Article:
What did the treaty of Rome ever do for us?

With apologies to my Non-British readers. Who will probably read little further than this, this is a post about the forthcoming in-out referendum on the EU that we will be having in Britain in a few months. Which for the British is more important than any other vote they have been asked to cast for about 30 years. In or out it’s a major choice, and the tabloid press who are mostly right wing has firm anti-Europe views. So this is perhaps an attempt to redress a little of the balance. Basically, however, all I am asking is that if you’re going to vote do so as an informed choice and read the argument for both sides, not the tabloid anti-Europe rhetoric and  jingoistic Europe bashing 
What follows was not actually written by me, but is a reproduction of a reproduction posted on Facebook, which itself is a reproduction of a letter to the guardian newspaper by Simon Sweeney referenced in Donnachadh McCarthy book ‘The prostitute state’ but in slight reference to a Monty Python sketch “What did the EU ever do for us?
Not much, apart from providing 57% of our trade;
structural funding to areas hit by industrial decline;
clean beaches and rivers;
cleaner air;
Lead-free petrol;
restrictions on landfill dumping;
a recycling culture;
cheaper mobile charges;
cheaper air travel;
improved consumer protection and food labelling;
a ban on growth hormones and other harmful food additives;
better product safety;
single market competition bringing quality improvements and better industrial performance;
break up of monopolies;
Europe-wide patent and copyright protection;
no paperwork or customs for exports throughout the single market;
price transparency and removal of commission on currency exchanges across the eurozone;
freedom to travel, live and work across Europe;
funded opportunities for young people to undertake study or work placements abroad;
access to European health services;
labour protection and enhanced social welfare;
smoke-free workplaces;
equal pay legislation;
holiday entitlement;
the right not to work more than a 48-hour week without overtime;
strongest wildlife protection in the world;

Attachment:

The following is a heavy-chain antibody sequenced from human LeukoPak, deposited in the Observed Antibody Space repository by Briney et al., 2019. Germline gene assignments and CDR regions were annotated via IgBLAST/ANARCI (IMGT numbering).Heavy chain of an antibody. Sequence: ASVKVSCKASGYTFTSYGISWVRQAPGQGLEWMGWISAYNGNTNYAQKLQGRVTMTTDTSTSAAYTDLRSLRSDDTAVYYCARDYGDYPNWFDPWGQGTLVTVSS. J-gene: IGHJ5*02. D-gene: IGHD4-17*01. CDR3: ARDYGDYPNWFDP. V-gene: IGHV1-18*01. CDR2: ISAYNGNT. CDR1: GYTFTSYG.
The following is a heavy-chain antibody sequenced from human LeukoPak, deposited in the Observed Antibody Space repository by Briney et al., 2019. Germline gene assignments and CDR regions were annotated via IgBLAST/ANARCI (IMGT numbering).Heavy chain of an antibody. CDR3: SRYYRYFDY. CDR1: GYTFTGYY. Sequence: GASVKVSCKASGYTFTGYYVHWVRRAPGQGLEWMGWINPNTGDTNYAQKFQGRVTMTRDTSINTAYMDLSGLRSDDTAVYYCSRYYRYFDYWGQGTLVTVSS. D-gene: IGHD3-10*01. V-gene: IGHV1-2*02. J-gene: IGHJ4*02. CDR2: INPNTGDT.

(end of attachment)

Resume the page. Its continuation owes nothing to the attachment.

improved animal welfare in food production;
EU-funded research and industrial collaboration;
EU representation in international forums;
bloc EEA negotiation at the WTO;
EU diplomatic efforts to uphold the nuclear non-proliferation treaty;
European arrest warrant;
cross border policing to combat human trafficking, arms and drug smuggling; counter-terrorism intelligence;
European civil and military co-operation in post-conflict zones in Europe and Africa;
support for democracy and human rights across Europe and beyond;
investment across Europe contributing to better living standards and educational, social and cultural capital.
All of this is nothing compared with its greatest achievements: the EU has for 60 years been the foundation of peace between European neighbours after centuries of bloodshed.
It furthermore assisted the extraordinary political, social and economic transformation of 13 former dictatorships, now EU members, since 1980.
Now the union faces major challenges brought on by neoliberal economic globalisation, and worsened by its own systemic weaknesses. It is taking measures to overcome these. We in the UK should reflect on whether our net contribution of £7bn out of total government expenditure of £695bn is good value. We must play a full part in enabling the union to be a force for good in a multi-polar global future.
Simon Sweeney,
Lecturer in international political economy, University of York”
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